“Who, if not us, will learn to fly it?” Aeroflot CEO Vitaly Savelyev told the TASS news agency.
“Yes, it entails certain expenses and headache. If Aeroflot were a private business, perhaps the shareholders wouldn’t want to do it. But we understand the situation and believe that the SSJ100 will fly,” he said.
Reactions to the latest disaster on May 5 showed that public mistrust of the Superjet has not disappeared. Of course, other aircrafts have had accidents as well. But the Sukhoi Superjet 100 has long stopped being just another aircraft, and has become a sociopolitical symbol of hope and disappointment. The project launched almost 20 years ago as a dream of conquering the world has turned into a thorn in everyone’s side. It seems that everyone, from government officials to airlines and passengers, is tired of the Superjet.
Valentina Matviyenko, head of the Federation Council, the upper chamber of Russia’s parliament, offered one of the frankest assessments of the plane in late 2018.
“We made this Sukhoi Superjet 100. And who needs it? It’s not suitable for regional transportation. Aeroflot says, ‘We bought them, they’re on the ground.’ Nobody abroad is buying it. In reality, the plane is more than 80 percent foreign, if not more. So, what have we accomplished?” she asked Transport Minister Yevgeny Ditrikh.
Perhaps it’s now time to ask another question: should the Superjet continue to exist (at least, in its current form)?
At first, it might seem that stopping production of the Sukhoi Superjet 100 is not an option: the project has cost so much effort and money (a hefty $2 billion, according to Pogosyan). But a plane should be evaluated not only in terms of the money already invested in it, but in terms of its business prospects. Once it’s understood that a project is not marketable, it should be shut down.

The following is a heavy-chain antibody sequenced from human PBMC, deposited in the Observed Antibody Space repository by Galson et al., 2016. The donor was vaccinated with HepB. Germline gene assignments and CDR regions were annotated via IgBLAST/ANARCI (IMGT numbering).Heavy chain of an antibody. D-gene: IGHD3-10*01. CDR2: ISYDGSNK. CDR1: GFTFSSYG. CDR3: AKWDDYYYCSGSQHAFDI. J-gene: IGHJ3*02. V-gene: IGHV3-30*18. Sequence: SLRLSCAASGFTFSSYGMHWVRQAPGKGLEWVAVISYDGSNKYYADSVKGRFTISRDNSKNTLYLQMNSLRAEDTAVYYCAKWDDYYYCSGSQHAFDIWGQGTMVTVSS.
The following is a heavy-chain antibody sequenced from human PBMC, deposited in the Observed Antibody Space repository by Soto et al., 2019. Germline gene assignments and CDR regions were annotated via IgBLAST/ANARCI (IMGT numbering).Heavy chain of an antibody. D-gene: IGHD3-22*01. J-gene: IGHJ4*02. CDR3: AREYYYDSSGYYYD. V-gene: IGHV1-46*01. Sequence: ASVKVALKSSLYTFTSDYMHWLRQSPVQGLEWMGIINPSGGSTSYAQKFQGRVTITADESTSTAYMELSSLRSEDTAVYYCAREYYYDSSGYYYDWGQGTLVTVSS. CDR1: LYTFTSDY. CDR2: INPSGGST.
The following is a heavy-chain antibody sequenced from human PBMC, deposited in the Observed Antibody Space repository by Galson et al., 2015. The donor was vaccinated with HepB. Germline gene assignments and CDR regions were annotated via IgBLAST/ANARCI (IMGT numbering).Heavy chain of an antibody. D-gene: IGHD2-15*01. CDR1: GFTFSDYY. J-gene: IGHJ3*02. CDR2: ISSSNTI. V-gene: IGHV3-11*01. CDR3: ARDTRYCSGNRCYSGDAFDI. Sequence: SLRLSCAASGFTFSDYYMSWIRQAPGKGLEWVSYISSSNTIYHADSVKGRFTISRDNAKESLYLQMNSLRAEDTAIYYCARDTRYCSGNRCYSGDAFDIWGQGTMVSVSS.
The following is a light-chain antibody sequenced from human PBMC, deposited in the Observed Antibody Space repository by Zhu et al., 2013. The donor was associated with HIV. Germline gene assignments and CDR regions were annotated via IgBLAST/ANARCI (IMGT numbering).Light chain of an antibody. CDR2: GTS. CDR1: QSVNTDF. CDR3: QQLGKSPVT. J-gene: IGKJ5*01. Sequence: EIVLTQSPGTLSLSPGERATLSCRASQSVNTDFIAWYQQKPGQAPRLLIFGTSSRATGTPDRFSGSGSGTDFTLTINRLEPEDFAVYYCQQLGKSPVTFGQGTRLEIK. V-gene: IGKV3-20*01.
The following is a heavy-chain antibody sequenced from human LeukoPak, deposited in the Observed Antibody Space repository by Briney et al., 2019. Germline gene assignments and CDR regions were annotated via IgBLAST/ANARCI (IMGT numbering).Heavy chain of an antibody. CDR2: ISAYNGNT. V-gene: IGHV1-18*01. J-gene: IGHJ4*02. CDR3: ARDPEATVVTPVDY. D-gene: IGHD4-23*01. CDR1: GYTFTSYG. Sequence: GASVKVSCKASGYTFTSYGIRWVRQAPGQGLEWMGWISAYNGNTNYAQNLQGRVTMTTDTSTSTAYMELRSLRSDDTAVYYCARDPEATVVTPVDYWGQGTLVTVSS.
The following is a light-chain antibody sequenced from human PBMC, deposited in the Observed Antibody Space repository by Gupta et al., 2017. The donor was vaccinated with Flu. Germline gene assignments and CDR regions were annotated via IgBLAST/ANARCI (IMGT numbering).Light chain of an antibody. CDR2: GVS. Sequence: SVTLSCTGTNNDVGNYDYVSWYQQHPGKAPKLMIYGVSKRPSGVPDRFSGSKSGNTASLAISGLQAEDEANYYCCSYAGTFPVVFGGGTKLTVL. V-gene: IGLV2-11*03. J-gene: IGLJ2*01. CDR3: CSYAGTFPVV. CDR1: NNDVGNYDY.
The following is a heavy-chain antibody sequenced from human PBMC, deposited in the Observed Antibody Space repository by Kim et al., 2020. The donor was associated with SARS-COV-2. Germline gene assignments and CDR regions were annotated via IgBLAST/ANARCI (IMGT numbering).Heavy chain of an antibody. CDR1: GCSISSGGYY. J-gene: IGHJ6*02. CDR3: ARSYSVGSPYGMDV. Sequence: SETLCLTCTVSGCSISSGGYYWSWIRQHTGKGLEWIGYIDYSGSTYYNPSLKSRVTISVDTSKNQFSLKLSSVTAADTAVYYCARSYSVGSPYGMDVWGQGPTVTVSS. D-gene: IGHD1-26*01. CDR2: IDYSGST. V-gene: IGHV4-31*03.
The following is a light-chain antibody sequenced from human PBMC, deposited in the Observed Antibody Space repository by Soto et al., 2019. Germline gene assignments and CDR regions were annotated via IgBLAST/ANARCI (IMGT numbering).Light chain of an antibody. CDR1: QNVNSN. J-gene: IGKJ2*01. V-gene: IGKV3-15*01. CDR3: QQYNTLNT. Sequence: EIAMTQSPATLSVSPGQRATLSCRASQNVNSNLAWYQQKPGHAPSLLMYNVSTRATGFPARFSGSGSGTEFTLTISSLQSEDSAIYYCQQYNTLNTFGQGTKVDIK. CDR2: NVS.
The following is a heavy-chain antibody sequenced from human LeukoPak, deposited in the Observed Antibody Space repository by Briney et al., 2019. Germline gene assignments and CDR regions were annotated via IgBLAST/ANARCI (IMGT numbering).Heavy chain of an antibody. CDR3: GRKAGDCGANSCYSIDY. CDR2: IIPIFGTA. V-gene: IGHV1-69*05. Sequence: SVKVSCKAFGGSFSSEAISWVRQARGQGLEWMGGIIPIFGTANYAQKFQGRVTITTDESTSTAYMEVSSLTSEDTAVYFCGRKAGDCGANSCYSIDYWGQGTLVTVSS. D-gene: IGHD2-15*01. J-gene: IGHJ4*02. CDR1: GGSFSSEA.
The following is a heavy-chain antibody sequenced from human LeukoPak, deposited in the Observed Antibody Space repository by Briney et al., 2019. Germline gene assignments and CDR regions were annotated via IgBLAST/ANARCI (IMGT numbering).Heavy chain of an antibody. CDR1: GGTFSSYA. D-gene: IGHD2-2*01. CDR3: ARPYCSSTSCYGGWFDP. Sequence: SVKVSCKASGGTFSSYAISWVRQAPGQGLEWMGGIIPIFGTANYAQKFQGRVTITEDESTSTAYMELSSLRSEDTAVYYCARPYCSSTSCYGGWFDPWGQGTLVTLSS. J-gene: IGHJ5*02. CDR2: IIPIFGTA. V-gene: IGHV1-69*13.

For instance, Airbus admits — however regrettably — that its double-decker A380 has no future: there is simply no demand for it. After delivering on the remaining contracts, the Europeans will close the program. Another example is Bombardier’s long and expensive CSeries jet project, which the company had no money to promote. The Canadians reluctantly sold it to Airbus, which turned it into the A220 jet, avoiding the project’s complete closure.
Another less radical solution is to merge the Superjet with another passenger plane: the MC-21, since they already belong to the same division of UAC. They could be developed in parallel, but that would entail greater expense. The Superjet could also be integrated into the MC-21 lineup as the shortest version of that plane and be renamed MC-21-100 (this possibility has already been discussed).
Whichever option the state chooses, it will have to stop its bad habit of bragging. Things have changed a lot since the Superjet was launched: Russia is increasingly politically isolated, there’s no longer excess money in the budget, and even major domestic airlines like Utair and S7 are unwilling to buy the plane.
But many government structures do need a regional jet — whatever name it carries — to replace their old aircraft. If a large number of the plane’s parts can be produced locally, the Superjet could very well be the workhorse of the security services, police, and emergency services. In the worst case scenario, the project can always be abandoned. The main thing is that there should be no more illusions or perfect pictures.
Carnegie does not take institutional positions on public policy issues; the views represented herein are those of the author(s) and do not necessarily reflect the views of Carnegie, its staff, or its trustees.